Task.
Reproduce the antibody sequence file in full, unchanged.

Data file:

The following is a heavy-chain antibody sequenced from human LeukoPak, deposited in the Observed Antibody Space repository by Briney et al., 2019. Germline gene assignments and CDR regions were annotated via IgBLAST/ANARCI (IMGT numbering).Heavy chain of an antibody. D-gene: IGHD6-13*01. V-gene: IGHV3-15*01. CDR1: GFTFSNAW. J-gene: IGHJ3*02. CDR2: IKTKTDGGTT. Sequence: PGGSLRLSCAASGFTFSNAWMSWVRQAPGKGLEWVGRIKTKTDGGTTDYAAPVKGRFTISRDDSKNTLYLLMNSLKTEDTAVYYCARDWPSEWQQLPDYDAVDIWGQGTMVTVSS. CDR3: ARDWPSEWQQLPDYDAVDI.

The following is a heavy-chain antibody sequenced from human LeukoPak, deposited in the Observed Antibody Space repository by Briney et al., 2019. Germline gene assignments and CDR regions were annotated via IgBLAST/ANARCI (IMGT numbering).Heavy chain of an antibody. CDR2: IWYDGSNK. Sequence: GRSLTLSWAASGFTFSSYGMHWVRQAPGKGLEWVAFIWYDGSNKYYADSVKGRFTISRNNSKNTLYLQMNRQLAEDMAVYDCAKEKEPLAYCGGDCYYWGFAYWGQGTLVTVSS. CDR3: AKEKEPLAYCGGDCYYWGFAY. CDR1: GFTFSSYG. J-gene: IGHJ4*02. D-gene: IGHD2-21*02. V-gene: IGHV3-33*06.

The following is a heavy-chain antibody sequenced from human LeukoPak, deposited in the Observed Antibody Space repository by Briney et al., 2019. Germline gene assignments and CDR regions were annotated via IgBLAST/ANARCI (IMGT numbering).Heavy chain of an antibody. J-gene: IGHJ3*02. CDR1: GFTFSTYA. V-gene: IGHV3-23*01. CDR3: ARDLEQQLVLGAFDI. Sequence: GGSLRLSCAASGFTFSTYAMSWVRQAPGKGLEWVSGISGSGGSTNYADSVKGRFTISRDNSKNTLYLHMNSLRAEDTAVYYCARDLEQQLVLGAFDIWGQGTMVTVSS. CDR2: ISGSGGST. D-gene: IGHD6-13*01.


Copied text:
The following is a heavy-chain antibody sequenced from human LeukoPak, deposited in the Observed Antibody Space repository by Briney et al., 2019. Germline gene assignments and CDR regions were annotated via IgBLAST/ANARCI (IMGT numbering).Heavy chain of an antibody. D-gene: IGHD6-13*01. V-gene: IGHV3-15*01. CDR1: GFTFSNAW. J-gene: IGHJ3*02. CDR2: IKTKTDGGTT. Sequence: PGGSLRLSCAASGFTFSNAWMSWVRQAPGKGLEWVGRIKTKTDGGTTDYAAPVKGRFTISRDDSKNTLYLLMNSLKTEDTAVYYCARDWPSEWQQLPDYDAVDIWGQGTMVTVSS. CDR3: ARDWPSEWQQLPDYDAVDI.

The following is a heavy-chain antibody sequenced from human LeukoPak, deposited in the Observed Antibody Space repository by Briney et al., 2019. Germline gene assignments and CDR regions were annotated via IgBLAST/ANARCI (IMGT numbering).Heavy chain of an antibody. CDR2: IWYDGSNK. Sequence: GRSLTLSWAASGFTFSSYGMHWVRQAPGKGLEWVAFIWYDGSNKYYADSVKGRFTISRNNSKNTLYLQMNRQLAEDMAVYDCAKEKEPLAYCGGDCYYWGFAYWGQGTLVTVSS. CDR3: AKEKEPLAYCGGDCYYWGFAY. CDR1: GFTFSSYG. J-gene: IGHJ4*02. D-gene: IGHD2-21*02. V-gene: IGHV3-33*06.

The following is a heavy-chain antibody sequenced from human LeukoPak, deposited in the Observed Antibody Space repository by Briney et al., 2019. Germline gene assignments and CDR regions were annotated via IgBLAST/ANARCI (IMGT numbering).Heavy chain of an antibody. J-gene: IGHJ3*02. CDR1: GFTFSTYA. V-gene: IGHV3-23*01. CDR3: ARDLEQQLVLGAFDI. Sequence: GGSLRLSCAASGFTFSTYAMSWVRQAPGKGLEWVSGISGSGGSTNYADSVKGRFTISRDNSKNTLYLHMNSLRAEDTAVYYCARDLEQQLVLGAFDIWGQGTMVTVSS. CDR2: ISGSGGST. D-gene: IGHD6-13*01.